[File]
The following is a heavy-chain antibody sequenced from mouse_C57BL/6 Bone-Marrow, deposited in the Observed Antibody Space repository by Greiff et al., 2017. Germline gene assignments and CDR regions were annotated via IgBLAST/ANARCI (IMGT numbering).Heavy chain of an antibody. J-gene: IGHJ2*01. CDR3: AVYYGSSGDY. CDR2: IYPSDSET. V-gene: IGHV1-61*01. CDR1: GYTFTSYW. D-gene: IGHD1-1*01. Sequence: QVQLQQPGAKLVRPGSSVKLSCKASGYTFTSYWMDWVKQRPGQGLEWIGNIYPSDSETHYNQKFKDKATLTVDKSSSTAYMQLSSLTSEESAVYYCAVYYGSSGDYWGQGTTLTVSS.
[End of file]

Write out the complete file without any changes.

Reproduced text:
The following is a heavy-chain antibody sequenced from mouse_C57BL/6 Bone-Marrow, deposited in the Observed Antibody Space repository by Greiff et al., 2017. Germline gene assignments and CDR regions were annotated via IgBLAST/ANARCI (IMGT numbering).Heavy chain of an antibody. J-gene: IGHJ2*01. CDR3: AVYYGSSGDY. CDR2: IYPSDSET. V-gene: IGHV1-61*01. CDR1: GYTFTSYW. D-gene: IGHD1-1*01. Sequence: QVQLQQPGAKLVRPGSSVKLSCKASGYTFTSYWMDWVKQRPGQGLEWIGNIYPSDSETHYNQKFKDKATLTVDKSSSTAYMQLSSLTSEESAVYYCAVYYGSSGDYWGQGTTLTVSS.